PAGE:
Darren Aronofsky has gone from turning a movie script into a comic, so it really shouldn’t be too hard to reverse the process. His tone is a perfect match for a character who at his heart is contemplative, truth-seeking, and at least a little depressed: Max in Pi, Tom in The Fountain, Randy "The Ram" in The Wrestler. The slow, ponderous pacing of his movies and his ability to juggle intense real life moments with crazy metaphorical events and images make him ideal to direct a Silver Surfer movie.
The Surfer’s original comic series was the home of more than one philosophical monologue pontificating his place within the cosmos. Straczynski and Ribic’s Silver Surfer: Requiem has many of the Surfer’s original philosophic elements, only it ups the tragic aspect of the Surfer even more than usual. The whole series focuses on a dying Silver Surfer as he and others come to terms with his eventual death. A scene with the Surfer and Spiderman would be perfect if portrayed in the same style as in Aronofsky's The Wrestler; grand, and epic, but brutally realistic at the same time.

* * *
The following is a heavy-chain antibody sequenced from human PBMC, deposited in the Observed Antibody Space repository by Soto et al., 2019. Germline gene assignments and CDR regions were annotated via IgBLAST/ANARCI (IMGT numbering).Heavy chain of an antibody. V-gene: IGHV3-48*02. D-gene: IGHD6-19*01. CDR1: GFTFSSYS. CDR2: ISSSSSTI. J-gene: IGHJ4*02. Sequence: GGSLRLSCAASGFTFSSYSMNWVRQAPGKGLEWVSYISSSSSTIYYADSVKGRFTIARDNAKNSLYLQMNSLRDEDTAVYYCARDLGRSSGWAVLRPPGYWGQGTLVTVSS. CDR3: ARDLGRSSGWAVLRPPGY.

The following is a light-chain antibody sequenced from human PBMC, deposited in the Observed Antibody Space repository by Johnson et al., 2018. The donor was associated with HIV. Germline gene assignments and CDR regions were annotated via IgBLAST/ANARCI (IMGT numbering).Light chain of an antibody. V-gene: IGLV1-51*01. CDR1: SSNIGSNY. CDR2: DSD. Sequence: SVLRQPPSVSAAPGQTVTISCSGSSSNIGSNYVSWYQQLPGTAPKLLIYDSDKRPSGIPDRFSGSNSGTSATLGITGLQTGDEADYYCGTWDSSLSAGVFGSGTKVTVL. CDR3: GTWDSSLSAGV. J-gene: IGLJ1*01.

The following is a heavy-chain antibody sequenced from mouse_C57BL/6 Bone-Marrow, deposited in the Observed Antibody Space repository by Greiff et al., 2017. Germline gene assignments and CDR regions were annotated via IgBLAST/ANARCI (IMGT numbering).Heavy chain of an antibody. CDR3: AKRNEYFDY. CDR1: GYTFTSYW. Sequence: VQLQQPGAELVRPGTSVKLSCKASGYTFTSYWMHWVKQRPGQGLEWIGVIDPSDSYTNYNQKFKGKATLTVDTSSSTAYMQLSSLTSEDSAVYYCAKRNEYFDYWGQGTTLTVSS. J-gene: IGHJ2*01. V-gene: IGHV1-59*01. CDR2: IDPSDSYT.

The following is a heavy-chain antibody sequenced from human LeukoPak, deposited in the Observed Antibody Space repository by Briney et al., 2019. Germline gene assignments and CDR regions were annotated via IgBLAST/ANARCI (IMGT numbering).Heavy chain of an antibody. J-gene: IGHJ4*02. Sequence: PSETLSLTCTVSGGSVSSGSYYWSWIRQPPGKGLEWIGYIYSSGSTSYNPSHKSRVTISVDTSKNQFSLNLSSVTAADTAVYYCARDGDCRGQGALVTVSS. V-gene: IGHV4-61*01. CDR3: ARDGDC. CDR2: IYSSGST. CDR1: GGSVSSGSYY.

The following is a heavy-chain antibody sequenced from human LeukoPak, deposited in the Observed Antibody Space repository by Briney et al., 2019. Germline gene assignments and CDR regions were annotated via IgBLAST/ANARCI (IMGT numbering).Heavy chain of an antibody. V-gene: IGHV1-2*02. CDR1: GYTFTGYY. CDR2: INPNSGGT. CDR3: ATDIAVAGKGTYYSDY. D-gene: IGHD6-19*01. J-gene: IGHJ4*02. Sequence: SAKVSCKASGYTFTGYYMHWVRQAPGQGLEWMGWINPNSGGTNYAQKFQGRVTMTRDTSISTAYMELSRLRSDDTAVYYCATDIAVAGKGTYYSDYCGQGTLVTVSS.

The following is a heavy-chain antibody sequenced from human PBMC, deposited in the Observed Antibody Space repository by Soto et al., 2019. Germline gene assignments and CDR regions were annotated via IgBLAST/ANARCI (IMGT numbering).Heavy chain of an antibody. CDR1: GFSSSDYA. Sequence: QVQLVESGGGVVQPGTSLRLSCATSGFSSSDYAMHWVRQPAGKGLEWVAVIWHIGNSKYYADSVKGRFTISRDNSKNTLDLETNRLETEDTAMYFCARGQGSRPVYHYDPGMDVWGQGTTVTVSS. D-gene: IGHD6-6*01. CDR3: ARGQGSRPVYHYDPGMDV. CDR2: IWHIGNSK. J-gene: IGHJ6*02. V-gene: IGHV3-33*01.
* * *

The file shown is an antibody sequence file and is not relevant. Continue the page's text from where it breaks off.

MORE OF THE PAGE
The Fountain deals with similar sorts of themes: life, death, and literally, the cosmos. One of the three storylines of The Fountain is a man floating through space with a tree in a bubble. There are scenes of a silhouette doing Tai Chi in front of a star field and like the one shown above where Hugh Jackman’s character meditates through the cosmos. It’s easy to picture the Silver Surfer flying through a similar backdrop as his silver shell slowly blackens.
The Surfer’s final act in Requiem (not For a Dream) is to give everyone on his planet a small portion of himself and his power. It’s the same circle of life idea as in The Fountain as all of the storylines combine into one another and the Tree of Life dies and is reborn. The power unleashed from the nebula in this scene makes me believe that his action sequences, what little there are in Requiem would be exciting. It’s clear Aronofsky could make every scene of Silver Surfer: Requiem come alive, while still being true to it's ponderous, philosophic nature.